“Borderline Newton-Stalkers” Rachel Folwell and Amelia Viney have nothing but praise for Newton’s Corn Exchange gig
Read no further if you are in search of an objective review of the unbelievably fantastic concert that rocked (and by rocked we mean chilled-the-hell-out-of) the Corn Exchange last Friday.
NO, we have never written a review before. YES, we are borderline Newton-Stalkers, but all the heckles and sing-alongs would suggest we write with the backing of the eclectic crowd that sold out Cambridge’s largest venue.
There was a support act. She was called something like Laura and came with some Australian tag-alongs. Very cute, but ultimately a distraction – like the emergency debate at the Union people only sit through to ensure the best seats for the real action.
This musically-challenged duo then spent the mandatory 45 minute lull pondering in wonderment the need for another interlude of sound checks between support acts and the BIG SHOW.
This was especially pressing as two hours of anticipation, speculation and regret (all snacks smuggled in were long gone) were challenging our pump-clad feet – serious kudos to the girls in heels.
Just as we were resorting to choreographing dance routines with the nearest group of boys invading our personal space, Newton entered to save them.
And there stood our dream guy, swallowed by ginger dreadlocks, with an ecstatic smile and an acoustic guitar (if anyone asks, we have now taken to considering last Friday as being our first date).
And so was the scene for the next 90 minutes of musical genius.
Truly a one man show, there really was no-one else on stage (bar a brief rendezvous with a dancing alien).
Thrifty Faulkner thought it a waste to hire a band to do something he and his ﬁddly-foot-pedalled instrument could achieve alone.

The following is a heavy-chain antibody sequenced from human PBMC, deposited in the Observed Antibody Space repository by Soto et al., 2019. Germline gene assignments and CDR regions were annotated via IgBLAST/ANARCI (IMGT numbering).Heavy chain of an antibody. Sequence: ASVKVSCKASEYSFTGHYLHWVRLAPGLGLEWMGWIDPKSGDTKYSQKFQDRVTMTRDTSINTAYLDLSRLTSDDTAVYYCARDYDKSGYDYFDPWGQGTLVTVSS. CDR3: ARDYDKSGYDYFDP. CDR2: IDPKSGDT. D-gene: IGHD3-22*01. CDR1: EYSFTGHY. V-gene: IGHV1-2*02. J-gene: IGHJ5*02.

So with his unparalleled ‘finger magic’ (shameless bias, we know), he created enchanting melodies by finger-tapping, drumming and picking, with his acoustics coloured by synths and strings at the touch of a pedal.
With nobody to play with but the crowd, Faulkner showered us with attention, playing favourites from his 2007 album Handbuilt by Robots and the 2009 release, Rebuilt by Humans.
Newton (note the ﬁrst name terms) plays heartfelt acoustic blues, and pens songs that can provide a soundtrack for every moment of life.
While we’ve never actually seen a UFO, his song dedicated to the Unidentified Flying Objects reminded us of all those wondrously bizarre daydreams we ﬁnd ourselves lost in during 9am lectures.
“She’s Got the Time” is a hopeless tale of unrequited love and social ineptitude, with such lyrical gems as “I said do you want a Haribo? She said NO!”
While the simple but true “People Should Smile More” left us with something to reﬂect on in the moments between essay crises. This songwriter’s magic lies in the fact he can sing what we’re all thinking better than even we can express.
It’s hard not to be won over, when, even at the end of his sold out UK tour, and he was still humble enough to feign ecstasy at a crowd singing his lyrics back to him, word for word.
He seemed to be as easygoing as his laid-back sound, regularly rifﬁng with the audience, and even entertaining a heckler from the balcony who couldn’t suppress a primal cry of “Newton, I want your babies.”
After a second of serious thought he concluded, “But they’d be ginger…that’s just cruel.”
Original until the end, Newton finished by sharing with us his anti-encore philosophy, choosing to play another ‘one-last-song’ rather than expect the traditional cheers and applause pleading for his return.
All the better for us, more time with Newton.
Whether he’s Handbuilt by Robots or Rebuilt by Humans, we couldn’t care less – We.. Love.. Newton.. Faulkner.
Rachel Folwell and Amelia Viney